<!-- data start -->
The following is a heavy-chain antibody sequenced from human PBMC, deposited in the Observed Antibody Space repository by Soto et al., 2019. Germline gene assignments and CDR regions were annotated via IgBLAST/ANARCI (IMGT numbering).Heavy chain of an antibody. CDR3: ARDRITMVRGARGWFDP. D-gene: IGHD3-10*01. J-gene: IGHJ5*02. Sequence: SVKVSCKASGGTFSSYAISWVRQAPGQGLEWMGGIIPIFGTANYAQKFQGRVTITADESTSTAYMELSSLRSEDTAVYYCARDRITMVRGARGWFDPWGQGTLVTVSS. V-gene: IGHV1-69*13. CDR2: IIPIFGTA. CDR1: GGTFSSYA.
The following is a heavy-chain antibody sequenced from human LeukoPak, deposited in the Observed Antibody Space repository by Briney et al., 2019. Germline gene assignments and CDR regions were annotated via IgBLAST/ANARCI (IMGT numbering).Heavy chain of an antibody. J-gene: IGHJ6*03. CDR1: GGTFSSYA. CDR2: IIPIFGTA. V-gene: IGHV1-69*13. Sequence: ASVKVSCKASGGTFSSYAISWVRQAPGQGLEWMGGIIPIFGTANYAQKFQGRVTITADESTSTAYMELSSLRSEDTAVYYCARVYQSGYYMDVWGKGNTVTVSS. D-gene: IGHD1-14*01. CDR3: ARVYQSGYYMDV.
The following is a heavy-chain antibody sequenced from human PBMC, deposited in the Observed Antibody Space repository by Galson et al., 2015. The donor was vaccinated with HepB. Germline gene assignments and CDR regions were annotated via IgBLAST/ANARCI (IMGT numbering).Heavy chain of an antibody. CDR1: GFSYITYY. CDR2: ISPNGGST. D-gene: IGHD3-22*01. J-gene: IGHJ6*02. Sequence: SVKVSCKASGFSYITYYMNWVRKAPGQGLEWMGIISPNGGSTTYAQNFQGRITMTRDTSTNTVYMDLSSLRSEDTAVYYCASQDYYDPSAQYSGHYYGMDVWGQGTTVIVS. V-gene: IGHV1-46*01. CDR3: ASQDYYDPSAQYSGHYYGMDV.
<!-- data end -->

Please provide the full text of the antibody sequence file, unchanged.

The following is a heavy-chain antibody sequenced from human PBMC, deposited in the Observed Antibody Space repository by Soto et al., 2019. Germline gene assignments and CDR regions were annotated via IgBLAST/ANARCI (IMGT numbering).Heavy chain of an antibody. CDR3: ARDRITMVRGARGWFDP. D-gene: IGHD3-10*01. J-gene: IGHJ5*02. Sequence: SVKVSCKASGGTFSSYAISWVRQAPGQGLEWMGGIIPIFGTANYAQKFQGRVTITADESTSTAYMELSSLRSEDTAVYYCARDRITMVRGARGWFDPWGQGTLVTVSS. V-gene: IGHV1-69*13. CDR2: IIPIFGTA. CDR1: GGTFSSYA.
The following is a heavy-chain antibody sequenced from human LeukoPak, deposited in the Observed Antibody Space repository by Briney et al., 2019. Germline gene assignments and CDR regions were annotated via IgBLAST/ANARCI (IMGT numbering).Heavy chain of an antibody. J-gene: IGHJ6*03. CDR1: GGTFSSYA. CDR2: IIPIFGTA. V-gene: IGHV1-69*13. Sequence: ASVKVSCKASGGTFSSYAISWVRQAPGQGLEWMGGIIPIFGTANYAQKFQGRVTITADESTSTAYMELSSLRSEDTAVYYCARVYQSGYYMDVWGKGNTVTVSS. D-gene: IGHD1-14*01. CDR3: ARVYQSGYYMDV.
The following is a heavy-chain antibody sequenced from human PBMC, deposited in the Observed Antibody Space repository by Galson et al., 2015. The donor was vaccinated with HepB. Germline gene assignments and CDR regions were annotated via IgBLAST/ANARCI (IMGT numbering).Heavy chain of an antibody. CDR1: GFSYITYY. CDR2: ISPNGGST. D-gene: IGHD3-22*01. J-gene: IGHJ6*02. Sequence: SVKVSCKASGFSYITYYMNWVRKAPGQGLEWMGIISPNGGSTTYAQNFQGRITMTRDTSTNTVYMDLSSLRSEDTAVYYCASQDYYDPSAQYSGHYYGMDVWGQGTTVIVS. V-gene: IGHV1-46*01. CDR3: ASQDYYDPSAQYSGHYYGMDV.